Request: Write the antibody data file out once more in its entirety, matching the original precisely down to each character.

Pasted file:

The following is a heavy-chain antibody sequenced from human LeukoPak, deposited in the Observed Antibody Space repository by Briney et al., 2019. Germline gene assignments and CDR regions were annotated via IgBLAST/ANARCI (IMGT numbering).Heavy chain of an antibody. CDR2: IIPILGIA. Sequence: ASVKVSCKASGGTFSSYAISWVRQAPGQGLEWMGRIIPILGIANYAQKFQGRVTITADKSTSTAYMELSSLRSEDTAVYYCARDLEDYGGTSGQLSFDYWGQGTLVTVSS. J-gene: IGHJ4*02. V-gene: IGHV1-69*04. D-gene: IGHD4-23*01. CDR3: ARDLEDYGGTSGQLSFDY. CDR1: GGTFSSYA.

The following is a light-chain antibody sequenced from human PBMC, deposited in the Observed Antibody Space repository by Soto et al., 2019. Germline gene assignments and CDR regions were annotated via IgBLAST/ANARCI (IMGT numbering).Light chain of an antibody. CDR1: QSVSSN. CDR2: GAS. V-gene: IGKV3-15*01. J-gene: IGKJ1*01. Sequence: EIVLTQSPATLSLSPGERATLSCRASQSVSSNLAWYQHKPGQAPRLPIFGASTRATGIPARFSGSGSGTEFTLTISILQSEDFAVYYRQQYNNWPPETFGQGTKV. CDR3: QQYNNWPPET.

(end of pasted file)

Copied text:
The following is a heavy-chain antibody sequenced from human LeukoPak, deposited in the Observed Antibody Space repository by Briney et al., 2019. Germline gene assignments and CDR regions were annotated via IgBLAST/ANARCI (IMGT numbering).Heavy chain of an antibody. CDR2: IIPILGIA. Sequence: ASVKVSCKASGGTFSSYAISWVRQAPGQGLEWMGRIIPILGIANYAQKFQGRVTITADKSTSTAYMELSSLRSEDTAVYYCARDLEDYGGTSGQLSFDYWGQGTLVTVSS. J-gene: IGHJ4*02. V-gene: IGHV1-69*04. D-gene: IGHD4-23*01. CDR3: ARDLEDYGGTSGQLSFDY. CDR1: GGTFSSYA.

The following is a light-chain antibody sequenced from human PBMC, deposited in the Observed Antibody Space repository by Soto et al., 2019. Germline gene assignments and CDR regions were annotated via IgBLAST/ANARCI (IMGT numbering).Light chain of an antibody. CDR1: QSVSSN. CDR2: GAS. V-gene: IGKV3-15*01. J-gene: IGKJ1*01. Sequence: EIVLTQSPATLSLSPGERATLSCRASQSVSSNLAWYQHKPGQAPRLPIFGASTRATGIPARFSGSGSGTEFTLTISILQSEDFAVYYRQQYNNWPPETFGQGTKV. CDR3: QQYNNWPPET.